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Here's how to Bullet Journal

Before we get to the why and how, let’s answer the what. 

The Bullet Journal method is a mindfulness practice that works like a productivity system.

There’s Bullet Journal method the System and Bullet Journal method the Practice. The System focuses on What you’re doing, providing tools to capture and organize your thoughts. The Practice focuses on Why you’re doing what you’re doing, providing rituals to help you shed distractions and keep your actions aligned with your values. 

What do I need to Bullet Journal?

A notebook and something to write with. Bujo isn’t about what notebook to use but how to use your notebook. However, if you’d like a notebook tailored to practicing the method, you can check out the Notebook.

How does the Bullet Journal method work?

The Bullet Journal method is a constant process of refinement, reflection, and documentation. As we Bujo, we become more aware of what we do and that makes us more aware of why we do it. Then we can ask, do I need to keep doing it? Is it important? Is it necessary? Does it improve my life? And if not, how can I do less of it or none at all?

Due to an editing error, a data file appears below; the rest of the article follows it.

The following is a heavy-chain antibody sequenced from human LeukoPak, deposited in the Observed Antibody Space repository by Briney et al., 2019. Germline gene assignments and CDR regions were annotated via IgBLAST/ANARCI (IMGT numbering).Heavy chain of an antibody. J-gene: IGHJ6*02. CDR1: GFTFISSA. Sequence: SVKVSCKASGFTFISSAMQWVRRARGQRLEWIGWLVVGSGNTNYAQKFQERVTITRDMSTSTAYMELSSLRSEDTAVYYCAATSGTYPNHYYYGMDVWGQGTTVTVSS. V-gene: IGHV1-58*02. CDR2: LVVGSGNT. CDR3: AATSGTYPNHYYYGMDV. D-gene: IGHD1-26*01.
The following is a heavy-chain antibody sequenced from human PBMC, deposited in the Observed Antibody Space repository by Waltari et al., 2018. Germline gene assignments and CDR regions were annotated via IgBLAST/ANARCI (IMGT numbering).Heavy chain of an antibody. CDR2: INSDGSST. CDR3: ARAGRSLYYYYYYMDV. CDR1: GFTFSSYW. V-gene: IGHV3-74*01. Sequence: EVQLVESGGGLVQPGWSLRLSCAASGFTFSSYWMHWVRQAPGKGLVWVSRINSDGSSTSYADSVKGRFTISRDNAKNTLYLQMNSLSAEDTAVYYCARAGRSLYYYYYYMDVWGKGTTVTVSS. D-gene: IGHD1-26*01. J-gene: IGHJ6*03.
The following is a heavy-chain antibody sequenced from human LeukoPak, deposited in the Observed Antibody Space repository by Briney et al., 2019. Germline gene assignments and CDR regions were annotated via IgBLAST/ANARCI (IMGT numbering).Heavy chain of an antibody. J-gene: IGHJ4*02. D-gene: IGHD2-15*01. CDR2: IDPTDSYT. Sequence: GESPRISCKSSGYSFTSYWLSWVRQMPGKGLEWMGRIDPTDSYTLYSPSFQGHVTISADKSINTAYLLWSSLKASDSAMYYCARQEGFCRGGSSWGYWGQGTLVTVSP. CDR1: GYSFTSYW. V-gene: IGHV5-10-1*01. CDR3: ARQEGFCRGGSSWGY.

Rapid Logging

Rapid logging is a cornerstone of the Bullet Journal method. It is the language in which the Bullet Journal method is written. Rapid logging involves quickly jotting down information in a concise and structured manner with the use of Bullets. These Bullets add context to an entry, letting you tell at a glance whether an entry is a task, event, or note. 

When we Rapid Log, we write down the essential parts of information. Instead of writing “I bought cake at the local bakery today and went home.”, we strip that information down to “Bought cake and went home.” The short entries make it easier to keep up with your practice because you don’t have to commit to writing journal/diary entries every day. Their brevity also allows for us to record our thoughts and lives without falling into rumination.


Events are represented by an “O” Bullet. Events are date-related entries that can either be scheduled (e.g. “Charlie’s birthday”) or logged after they occur (e.g. “signed the lease”).

Tasks are represented by a simple dot “•” and include any kind of actionable items like “Pick up dry cleaning”. The task bullet does a lot of heavy lifting in the Bullet Journal®so it has three additional states:

X = Task Complete

> = Task Migrated (A task that's been moved forward into the nextMonthly Log or a Collection)

< = Task Scheduled (A task that's been moved backward into the Future Log)